Industry research by Kiosk Marketplace has produced a key White Paper on how businesses can get the most out of their kiosks, looking at touch screen technology from the customer's perspective.
Here in part two, we'll look at five more key ideas that have emanated directly from consumer feedback.
In some kiosk uses such as healthcare, it is critical that other customers cannot see the kiosk screen. However, there are a number of reasons why privacy is important even for everyday uses. People don’t like being watched, particularly if they are trying out something new, and customers don’t want to feel judged if they make a mistake. However, a recent trend has been to place ever-larger screens on kiosks.
To maintain privacy, screens must be kept small, preferably less than 12 inches.
Sometimes kiosks make use of a question and answer session in order to identify a product which satisfies a customer need. This makes an implicit assumption that the customer knows exactly how to answer the questions, but it is more likely that the customer will not know how to answer, and simply abandon the session, sometimes after as few as three screens.
The kiosk is there to support the customer, not the other way around. The kiosk must provide results almost immediately to satisfy the human desire for instant gratification.
3. Just looking…
The common kiosk browsing experience is very clumsy; each page only contains a small number of products, so the customer must click from page to page, taking time and leading to frustration.
An alternative is to display multiple products on a single page in conjunction with an effective scrolling mechanism. Even though trackballs and mice can be used, they are difficult to control standing up, and can actually make the problem worse. Thumbwheels are a good alternative. ‘Thumbing’ through products this way allows visual comparison of many different images. This is particularly valuable when color and style are major product features
Standard kiosk searches require the customer to type in a query and wait for the results. Misspelling and over-qualification often produce no results, or too many results.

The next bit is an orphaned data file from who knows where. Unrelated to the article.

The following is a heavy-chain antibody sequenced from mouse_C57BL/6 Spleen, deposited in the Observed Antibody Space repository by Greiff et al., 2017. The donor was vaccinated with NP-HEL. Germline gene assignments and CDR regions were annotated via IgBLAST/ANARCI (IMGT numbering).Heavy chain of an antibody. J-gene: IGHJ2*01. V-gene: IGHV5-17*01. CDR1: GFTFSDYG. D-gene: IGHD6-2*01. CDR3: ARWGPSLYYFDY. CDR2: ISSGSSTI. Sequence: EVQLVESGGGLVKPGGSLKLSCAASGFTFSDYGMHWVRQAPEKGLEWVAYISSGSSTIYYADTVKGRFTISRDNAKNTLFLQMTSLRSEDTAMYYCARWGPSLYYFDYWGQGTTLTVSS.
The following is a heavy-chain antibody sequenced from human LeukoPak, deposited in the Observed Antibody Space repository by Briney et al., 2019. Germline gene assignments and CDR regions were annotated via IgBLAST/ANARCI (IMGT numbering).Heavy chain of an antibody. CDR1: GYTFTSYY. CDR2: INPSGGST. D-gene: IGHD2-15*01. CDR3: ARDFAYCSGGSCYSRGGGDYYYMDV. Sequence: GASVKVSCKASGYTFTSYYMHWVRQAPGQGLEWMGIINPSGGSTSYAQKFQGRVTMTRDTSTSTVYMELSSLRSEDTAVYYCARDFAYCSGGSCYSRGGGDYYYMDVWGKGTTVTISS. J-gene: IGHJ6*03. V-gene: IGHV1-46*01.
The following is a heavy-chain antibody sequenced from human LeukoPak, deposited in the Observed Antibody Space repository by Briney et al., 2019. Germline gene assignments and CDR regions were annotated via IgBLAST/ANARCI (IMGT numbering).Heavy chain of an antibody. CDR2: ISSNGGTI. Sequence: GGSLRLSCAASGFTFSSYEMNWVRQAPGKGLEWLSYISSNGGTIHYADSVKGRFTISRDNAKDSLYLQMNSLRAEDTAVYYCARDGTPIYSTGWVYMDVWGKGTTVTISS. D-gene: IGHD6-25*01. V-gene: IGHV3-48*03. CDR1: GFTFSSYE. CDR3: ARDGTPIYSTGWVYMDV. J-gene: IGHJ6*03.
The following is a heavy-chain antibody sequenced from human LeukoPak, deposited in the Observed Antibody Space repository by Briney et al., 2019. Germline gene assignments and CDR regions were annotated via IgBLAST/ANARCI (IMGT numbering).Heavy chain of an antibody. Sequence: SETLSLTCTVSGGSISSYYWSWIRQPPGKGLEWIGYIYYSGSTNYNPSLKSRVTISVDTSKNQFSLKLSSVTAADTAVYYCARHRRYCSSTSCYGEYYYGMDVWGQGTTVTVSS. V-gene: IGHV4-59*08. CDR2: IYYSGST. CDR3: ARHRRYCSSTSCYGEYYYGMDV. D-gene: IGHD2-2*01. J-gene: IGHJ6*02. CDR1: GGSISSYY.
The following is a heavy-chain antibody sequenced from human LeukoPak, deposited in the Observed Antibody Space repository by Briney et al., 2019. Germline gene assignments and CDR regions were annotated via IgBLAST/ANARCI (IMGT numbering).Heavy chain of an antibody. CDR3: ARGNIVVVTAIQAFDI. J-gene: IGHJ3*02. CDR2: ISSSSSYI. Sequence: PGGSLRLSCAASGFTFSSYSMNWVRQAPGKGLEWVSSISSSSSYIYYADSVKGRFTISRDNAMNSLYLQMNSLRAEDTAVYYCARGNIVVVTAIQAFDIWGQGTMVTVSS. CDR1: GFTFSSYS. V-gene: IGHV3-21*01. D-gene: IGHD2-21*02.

So, list results in real time as the query is typed. As the query becomes more specific, the number of results reduces. For example, someone searching for an egg roll recipe would:
– Type in the word “egg,” resulting in all items containing eggs being listed
– As the word “roll” is typed, the list would change to only display recipes for egg rolls
A graphic of each result also can be provided to help identify the results. Searching should be phonetic rather than based on exact spellings to allow for errors.
Don't bring the website instore
Running an existing website on a kiosk in a retail store is a poor choice for many reasons, including:
– Websites are designed for someone who is sitting down with a mouse and keyboard. A kiosk is designed for someone
who is standing up interacting with a touchscreen.
– Websites have many small buttons which are impossible to use with a touchscreen. This is particularly acute with the use of underlined text on the web to represent links.
– Websites make extensive use of “hover over” technology, which is not supported by kiosk touchscreens.
– Websites have information which is not appropriate for in-store use.
– Websites make extensive use of “cookies” to identify user behavior. This does not work when there are multiple users on a single kiosk.
– Any data entered by a user into a kiosk must be deleted after an appropriate timeout. Data to be deleted includes browsing patterns as well as identifiers such as name and address.
So many changes must be made to make a website appropriate for in-store use that it is often easier to start again and develop a solution that is tailored to the kiosk.